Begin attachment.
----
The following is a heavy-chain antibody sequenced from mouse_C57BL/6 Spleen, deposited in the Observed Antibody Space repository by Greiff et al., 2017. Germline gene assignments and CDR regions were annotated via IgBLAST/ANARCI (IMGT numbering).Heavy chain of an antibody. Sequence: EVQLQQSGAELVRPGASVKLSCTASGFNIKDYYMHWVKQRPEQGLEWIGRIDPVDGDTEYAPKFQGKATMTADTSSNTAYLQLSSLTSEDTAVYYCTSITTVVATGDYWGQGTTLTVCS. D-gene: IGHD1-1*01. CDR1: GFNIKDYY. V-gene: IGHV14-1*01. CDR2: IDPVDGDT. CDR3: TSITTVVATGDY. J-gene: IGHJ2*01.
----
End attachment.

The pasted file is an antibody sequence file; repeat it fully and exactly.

The following is a heavy-chain antibody sequenced from mouse_C57BL/6 Spleen, deposited in the Observed Antibody Space repository by Greiff et al., 2017. Germline gene assignments and CDR regions were annotated via IgBLAST/ANARCI (IMGT numbering).Heavy chain of an antibody. Sequence: EVQLQQSGAELVRPGASVKLSCTASGFNIKDYYMHWVKQRPEQGLEWIGRIDPVDGDTEYAPKFQGKATMTADTSSNTAYLQLSSLTSEDTAVYYCTSITTVVATGDYWGQGTTLTVCS. D-gene: IGHD1-1*01. CDR1: GFNIKDYY. V-gene: IGHV14-1*01. CDR2: IDPVDGDT. CDR3: TSITTVVATGDY. J-gene: IGHJ2*01.